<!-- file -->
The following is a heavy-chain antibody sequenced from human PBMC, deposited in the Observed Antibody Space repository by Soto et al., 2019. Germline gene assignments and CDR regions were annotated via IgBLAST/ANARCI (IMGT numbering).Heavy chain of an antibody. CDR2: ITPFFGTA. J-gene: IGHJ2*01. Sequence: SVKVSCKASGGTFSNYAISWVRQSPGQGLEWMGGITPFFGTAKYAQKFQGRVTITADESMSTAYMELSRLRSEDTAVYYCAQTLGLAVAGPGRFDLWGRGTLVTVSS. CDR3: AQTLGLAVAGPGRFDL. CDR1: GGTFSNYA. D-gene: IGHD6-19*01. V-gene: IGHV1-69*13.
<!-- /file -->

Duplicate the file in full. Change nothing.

The following is a heavy-chain antibody sequenced from human PBMC, deposited in the Observed Antibody Space repository by Soto et al., 2019. Germline gene assignments and CDR regions were annotated via IgBLAST/ANARCI (IMGT numbering).Heavy chain of an antibody. CDR2: ITPFFGTA. J-gene: IGHJ2*01. Sequence: SVKVSCKASGGTFSNYAISWVRQSPGQGLEWMGGITPFFGTAKYAQKFQGRVTITADESMSTAYMELSRLRSEDTAVYYCAQTLGLAVAGPGRFDLWGRGTLVTVSS. CDR3: AQTLGLAVAGPGRFDL. CDR1: GGTFSNYA. D-gene: IGHD6-19*01. V-gene: IGHV1-69*13.